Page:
Mande Studies: The Journal of the Mande Studies Association is an interdisciplinary journal publishing original research that focuses on the Mande-speaking peoples of West Africa and the Mande community in diaspora, from slavery to the post-colony. We welcome articles in the social sciences and the humanities including, but not limited to: history, art history, archeology, sociology, and public health. Articles may range from the precolonial period to the present.
Research in African Literatures, founded in 1970, is the premier journal of African literary studies worldwide and provides a forum in English for research on the oral and written literatures of Africa. In addition to thought-provoking essays, reviews of current scholarly books appear in every issue, often presented as critical essays, and a forum offers readers the opportunity to respond to issues raised in articles and book reviews. Thematic clusters of articles and frequent special issues reveal the broad interests of its readership.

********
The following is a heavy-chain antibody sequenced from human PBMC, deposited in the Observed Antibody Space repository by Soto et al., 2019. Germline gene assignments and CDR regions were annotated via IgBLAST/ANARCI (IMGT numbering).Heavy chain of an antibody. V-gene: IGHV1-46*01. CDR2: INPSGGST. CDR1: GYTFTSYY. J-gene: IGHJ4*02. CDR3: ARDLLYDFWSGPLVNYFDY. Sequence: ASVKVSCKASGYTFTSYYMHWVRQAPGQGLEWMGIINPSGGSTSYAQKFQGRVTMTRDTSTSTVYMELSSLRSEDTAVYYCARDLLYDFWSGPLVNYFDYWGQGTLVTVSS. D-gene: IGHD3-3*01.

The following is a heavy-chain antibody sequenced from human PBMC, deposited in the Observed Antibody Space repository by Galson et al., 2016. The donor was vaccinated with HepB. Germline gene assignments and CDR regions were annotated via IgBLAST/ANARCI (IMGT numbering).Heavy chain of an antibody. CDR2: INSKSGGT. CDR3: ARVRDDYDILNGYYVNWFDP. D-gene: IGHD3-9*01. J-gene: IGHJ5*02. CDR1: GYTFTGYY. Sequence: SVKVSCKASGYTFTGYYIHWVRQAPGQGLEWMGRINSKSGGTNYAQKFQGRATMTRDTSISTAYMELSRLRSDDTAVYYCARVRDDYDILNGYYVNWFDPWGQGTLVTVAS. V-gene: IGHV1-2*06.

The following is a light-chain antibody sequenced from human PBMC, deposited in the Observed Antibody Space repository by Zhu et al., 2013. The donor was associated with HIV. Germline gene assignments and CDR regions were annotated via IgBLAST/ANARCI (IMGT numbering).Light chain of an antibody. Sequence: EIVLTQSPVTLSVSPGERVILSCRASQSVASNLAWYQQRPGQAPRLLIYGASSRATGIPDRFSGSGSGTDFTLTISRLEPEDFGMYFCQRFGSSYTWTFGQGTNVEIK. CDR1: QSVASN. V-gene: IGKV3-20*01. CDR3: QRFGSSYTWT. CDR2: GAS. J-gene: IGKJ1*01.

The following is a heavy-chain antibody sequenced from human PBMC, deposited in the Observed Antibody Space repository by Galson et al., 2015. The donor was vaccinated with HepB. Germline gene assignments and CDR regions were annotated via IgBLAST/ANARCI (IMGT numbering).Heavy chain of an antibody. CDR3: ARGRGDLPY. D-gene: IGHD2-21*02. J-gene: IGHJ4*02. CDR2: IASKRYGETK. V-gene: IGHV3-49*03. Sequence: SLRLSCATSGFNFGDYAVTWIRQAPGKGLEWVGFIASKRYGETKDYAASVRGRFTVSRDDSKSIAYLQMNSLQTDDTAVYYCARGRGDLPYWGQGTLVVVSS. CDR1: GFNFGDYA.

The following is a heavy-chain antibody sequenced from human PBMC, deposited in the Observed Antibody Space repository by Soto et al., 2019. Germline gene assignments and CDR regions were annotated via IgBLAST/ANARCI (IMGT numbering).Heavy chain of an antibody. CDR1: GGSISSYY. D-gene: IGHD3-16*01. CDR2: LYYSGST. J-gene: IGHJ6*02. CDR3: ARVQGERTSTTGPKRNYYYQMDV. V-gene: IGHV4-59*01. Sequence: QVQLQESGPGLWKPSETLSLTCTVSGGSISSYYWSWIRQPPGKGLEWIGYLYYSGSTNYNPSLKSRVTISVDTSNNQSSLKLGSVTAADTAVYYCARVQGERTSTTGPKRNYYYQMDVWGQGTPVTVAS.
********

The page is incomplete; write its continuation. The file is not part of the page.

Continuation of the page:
Spectrum: A Journal on Black Men is a multidisciplinary research journal whose articles focus on issues related to aspects of Black men’s experiences, including such topics as gender, masculinities, and race/ethnicity. Spectrum examines the social, political, economic, and historical factors that influence the life chances and experiences of African-descended males using disciplinary and interdisciplinary theoretical perspectives, empirical methods, theoretical analysis, and literary criticism.
Transition is a unique forum for the freshest, most compelling ideas from and about the black world. Since its founding in Uganda in 1961, the magazine has kept apace of the rapid transformation of the African Diaspora and has remained a leading forum of intellectual debate.
Transition is a publication of the Hutchins Center for African and African American Research at Harvard University, edited by Alejandro de la Fuente.
The Global South is an interdisciplinary journal that focuses on how world literatures and cultures respond to globalization. Particularly of interest is how authors, writers, and critics respond to issues of the environment, poverty, immigration, gender, race, hybridity, cultural formation and transformation, colonialism and postcolonialism, modernity and postmodernity, transatlantic encounters, homes, diasporas, and resistance and counter discourse, among others, under the superordinate umbrella of globalization.